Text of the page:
Constitutional arguments in the case of Winston Blackmore, a polygamous leader near Creston, B.C., are underway in Cranbrook Supreme Court. Trevor Crawley photo

Bountiful polygamist believed he couldn’t be prosecuted: lawyer

Winston Blackmore’s lawyer says Blackmore did not believe he could be prosecuted

The lawyer for a British Columbia man found guilty of marrying two dozen women says his client believed he could not be prosecuted for polygamy.

Winston Blackmore’s attorney, Blaire Suffredine, was in B.C. Supreme Court in Cranbrook on Wednesday, arguing that a provincial attorney general in the early 1990s issued a statement that said charging an individual with polygamy would breach their charter rights.

“His statement, that this is the law and this is what we will enforce and this is what we won’t enforce … is a clear statement that everyone in British Columbia, including Mr. Blackmore, can rely on,” Suffredine said.

The statement followed an RCMP investigation in Bountiful, B.C., where the court has heard residents follow the tenants of the Fundamentalist Church of Jesus Christ of Latter-day Saints, a sect that condones plural or “celestial” marriage.

Related: Winston Blackmore’s appeal of polygamy charge underway

Blackmore, a leader in the small community, was found guilty earlier this year of one count of polygamy after the court heard he had married 24 women, including three who were 15 years old at the time.

His co-accused, James Oler, was found guilty of having five wives.

Blackmore is asking for a stay of the proceedings and an exemption from prosecution based on his religious beliefs. If he is convicted, Blackmore is asking for an absolute discharge.

The convictions have not be entered pending the outcome of the constitutional arguments.

Related: Winston Blackmore and James Oler found guilty of polygamy in landmark B.C. trial

Suffredine argued on Wednesday that Blackmore’s unions were never legal marriages, but common-law relationships sanctioned by Blackmore’s religious beliefs, which carry no legal weight.

“Mr. Blackmore believes his actions were lawful, so he can’t possibly have the intent to commit a crime,” Suffredine said. “He testified to this, that the ceremonies were common-law unions, and he understood that to be legal.”

Closing arguments in the case are expected to be heard on Thursday.

Like us on Facebook and follow us on Twitter.

Just Posted

Non-profit alleges Island Health not interested in holding people accountable for racist acts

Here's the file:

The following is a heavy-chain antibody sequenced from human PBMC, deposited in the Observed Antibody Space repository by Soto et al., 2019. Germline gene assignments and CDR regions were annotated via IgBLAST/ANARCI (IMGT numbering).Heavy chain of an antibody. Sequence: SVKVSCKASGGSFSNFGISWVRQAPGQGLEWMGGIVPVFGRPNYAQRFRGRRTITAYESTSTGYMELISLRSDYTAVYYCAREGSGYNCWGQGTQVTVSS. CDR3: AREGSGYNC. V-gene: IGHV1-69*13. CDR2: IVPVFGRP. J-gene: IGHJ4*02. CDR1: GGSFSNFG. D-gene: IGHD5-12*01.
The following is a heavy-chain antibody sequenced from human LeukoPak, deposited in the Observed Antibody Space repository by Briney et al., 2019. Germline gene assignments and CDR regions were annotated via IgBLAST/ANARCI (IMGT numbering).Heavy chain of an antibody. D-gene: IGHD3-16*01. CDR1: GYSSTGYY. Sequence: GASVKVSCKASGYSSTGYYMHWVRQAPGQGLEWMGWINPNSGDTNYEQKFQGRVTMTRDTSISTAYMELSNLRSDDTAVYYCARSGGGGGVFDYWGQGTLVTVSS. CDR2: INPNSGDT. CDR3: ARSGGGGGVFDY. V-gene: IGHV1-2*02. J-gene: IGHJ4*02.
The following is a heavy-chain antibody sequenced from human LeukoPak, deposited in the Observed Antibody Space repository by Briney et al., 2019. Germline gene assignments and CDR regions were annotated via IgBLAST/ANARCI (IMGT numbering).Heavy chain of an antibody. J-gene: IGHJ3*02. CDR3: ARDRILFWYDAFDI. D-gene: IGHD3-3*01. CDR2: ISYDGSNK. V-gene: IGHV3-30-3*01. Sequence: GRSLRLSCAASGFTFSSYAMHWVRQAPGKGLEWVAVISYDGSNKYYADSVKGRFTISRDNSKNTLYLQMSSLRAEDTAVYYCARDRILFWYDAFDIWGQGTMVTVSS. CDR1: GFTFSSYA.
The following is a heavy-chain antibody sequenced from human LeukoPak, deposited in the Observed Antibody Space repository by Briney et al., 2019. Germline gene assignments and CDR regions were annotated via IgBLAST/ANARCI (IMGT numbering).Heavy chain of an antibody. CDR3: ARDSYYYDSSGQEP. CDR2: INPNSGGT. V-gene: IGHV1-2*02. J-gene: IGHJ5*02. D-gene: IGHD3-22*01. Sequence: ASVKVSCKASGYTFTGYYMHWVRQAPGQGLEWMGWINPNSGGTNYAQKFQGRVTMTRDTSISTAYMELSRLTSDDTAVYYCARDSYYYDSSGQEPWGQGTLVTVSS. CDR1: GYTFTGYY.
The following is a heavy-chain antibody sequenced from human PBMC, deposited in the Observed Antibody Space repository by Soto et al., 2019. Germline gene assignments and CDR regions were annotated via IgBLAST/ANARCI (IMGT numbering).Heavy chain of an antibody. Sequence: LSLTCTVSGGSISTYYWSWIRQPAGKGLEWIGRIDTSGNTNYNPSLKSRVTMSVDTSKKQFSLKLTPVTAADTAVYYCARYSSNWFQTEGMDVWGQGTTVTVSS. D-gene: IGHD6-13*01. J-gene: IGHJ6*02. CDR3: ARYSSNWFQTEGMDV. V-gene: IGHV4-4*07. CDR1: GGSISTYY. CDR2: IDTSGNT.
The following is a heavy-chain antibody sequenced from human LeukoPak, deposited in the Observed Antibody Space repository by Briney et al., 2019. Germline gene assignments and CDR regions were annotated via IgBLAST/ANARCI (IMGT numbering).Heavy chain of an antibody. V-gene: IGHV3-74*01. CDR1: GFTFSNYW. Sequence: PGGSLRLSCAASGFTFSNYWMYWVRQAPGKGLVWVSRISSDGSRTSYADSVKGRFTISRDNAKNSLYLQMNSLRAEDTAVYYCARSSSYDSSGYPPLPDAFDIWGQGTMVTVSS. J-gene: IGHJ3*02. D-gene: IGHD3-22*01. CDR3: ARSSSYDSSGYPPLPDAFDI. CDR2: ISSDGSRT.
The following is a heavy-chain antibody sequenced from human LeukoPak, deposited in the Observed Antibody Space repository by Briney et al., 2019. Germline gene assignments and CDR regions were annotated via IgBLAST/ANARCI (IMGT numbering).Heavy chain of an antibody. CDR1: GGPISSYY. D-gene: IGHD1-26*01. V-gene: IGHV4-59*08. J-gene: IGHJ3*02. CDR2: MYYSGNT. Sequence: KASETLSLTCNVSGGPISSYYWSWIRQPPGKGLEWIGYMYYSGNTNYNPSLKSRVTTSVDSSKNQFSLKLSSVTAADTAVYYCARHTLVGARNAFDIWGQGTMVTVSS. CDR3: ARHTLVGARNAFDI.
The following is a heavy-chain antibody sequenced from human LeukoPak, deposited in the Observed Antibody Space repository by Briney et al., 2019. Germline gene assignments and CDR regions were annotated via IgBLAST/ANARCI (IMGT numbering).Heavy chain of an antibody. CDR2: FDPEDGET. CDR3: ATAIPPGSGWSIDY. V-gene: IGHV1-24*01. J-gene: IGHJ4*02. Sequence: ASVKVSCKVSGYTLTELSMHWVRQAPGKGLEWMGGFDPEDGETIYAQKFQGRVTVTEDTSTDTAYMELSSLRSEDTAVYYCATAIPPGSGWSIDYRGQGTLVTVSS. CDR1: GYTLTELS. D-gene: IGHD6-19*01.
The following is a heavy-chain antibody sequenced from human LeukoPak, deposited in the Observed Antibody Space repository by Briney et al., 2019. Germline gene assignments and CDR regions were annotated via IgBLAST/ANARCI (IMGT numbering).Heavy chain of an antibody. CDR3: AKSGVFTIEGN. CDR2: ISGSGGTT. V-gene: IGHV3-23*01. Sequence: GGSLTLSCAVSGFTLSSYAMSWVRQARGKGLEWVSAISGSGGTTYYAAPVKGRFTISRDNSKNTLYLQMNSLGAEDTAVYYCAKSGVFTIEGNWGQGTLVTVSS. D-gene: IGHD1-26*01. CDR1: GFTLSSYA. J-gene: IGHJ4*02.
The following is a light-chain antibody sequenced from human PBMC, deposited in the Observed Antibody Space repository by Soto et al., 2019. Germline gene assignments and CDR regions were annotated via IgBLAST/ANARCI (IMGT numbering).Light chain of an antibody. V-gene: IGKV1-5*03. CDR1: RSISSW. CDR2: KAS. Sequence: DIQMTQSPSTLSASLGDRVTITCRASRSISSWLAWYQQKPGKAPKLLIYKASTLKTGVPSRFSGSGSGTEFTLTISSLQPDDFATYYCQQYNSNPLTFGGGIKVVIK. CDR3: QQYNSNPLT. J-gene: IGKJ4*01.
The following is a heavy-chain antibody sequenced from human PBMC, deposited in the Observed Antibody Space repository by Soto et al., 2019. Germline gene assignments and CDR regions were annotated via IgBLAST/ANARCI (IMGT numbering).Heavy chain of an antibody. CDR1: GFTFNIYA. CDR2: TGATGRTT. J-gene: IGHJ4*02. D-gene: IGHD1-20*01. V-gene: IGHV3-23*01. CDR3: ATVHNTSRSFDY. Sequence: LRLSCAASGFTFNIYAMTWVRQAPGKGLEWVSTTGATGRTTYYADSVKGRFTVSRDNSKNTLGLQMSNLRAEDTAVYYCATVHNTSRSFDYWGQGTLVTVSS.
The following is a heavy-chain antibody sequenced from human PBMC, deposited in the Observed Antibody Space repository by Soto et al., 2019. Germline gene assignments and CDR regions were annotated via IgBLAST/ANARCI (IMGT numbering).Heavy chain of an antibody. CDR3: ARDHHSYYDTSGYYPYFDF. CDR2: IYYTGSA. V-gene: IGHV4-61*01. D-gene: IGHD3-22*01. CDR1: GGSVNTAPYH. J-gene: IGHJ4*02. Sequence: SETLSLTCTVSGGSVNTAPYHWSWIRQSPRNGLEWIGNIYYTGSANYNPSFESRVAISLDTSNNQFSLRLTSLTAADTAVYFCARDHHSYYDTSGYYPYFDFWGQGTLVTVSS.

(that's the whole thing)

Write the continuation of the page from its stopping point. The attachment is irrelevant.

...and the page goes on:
Support Network for Indigenous Women and Women of Colour writes open letter to racism investigator

Editorial: Not helping the homeless costs money in the long run

Study determined that homeless people with mental illness generate high costs for society

Khalsa Aid Canada helps Port Alberni family after house fire

Family of four has been staying at Redford Motel since July 25

Greater Victoria Point-in-Time count finds more than 1,500 people homeless

Capital Regional District says count should be treated as an underestimate

B.C. records 146 new COVID-19 cases through long weekend

More that 28 people tested positive for the virus each day since Friday

Canucks tame Minnesota Wild 4-3 to even NHL qualifying series

J.T. Miller leads Vancouver with goal and an assist

COVID-19 vaccine efforts provide hope but no silver bullet to stop pandemic: Tam

There are more than two dozen vaccines for COVID-19 in clinical trials around the world

Non-venomous ball python missing in Vic West

Snake was reported missing to Victoria police Tuesday morning

Two people die in propane heated outdoor shower near Princeton

Couple was attending a long weekend gathering

Racism in B.C. healthcare: Deadline for First Nations survey coming up on Aug. 6

Survey comes after hospital staff allegedly played a blood alcohol guessing game

Study shines light on what makes LGBTQ+ youth feel safe in a community

The study goes beyond looking at school or family supports

Alberta to require masks at schools this fall, but still no mandate in B.C.

B.C. students are also set to return to classrooms in September

Multiple Victoria officers injured as long weekend calls lead to violence

Police deploy pepper spray, energy weapon while arresting suspect

Most Read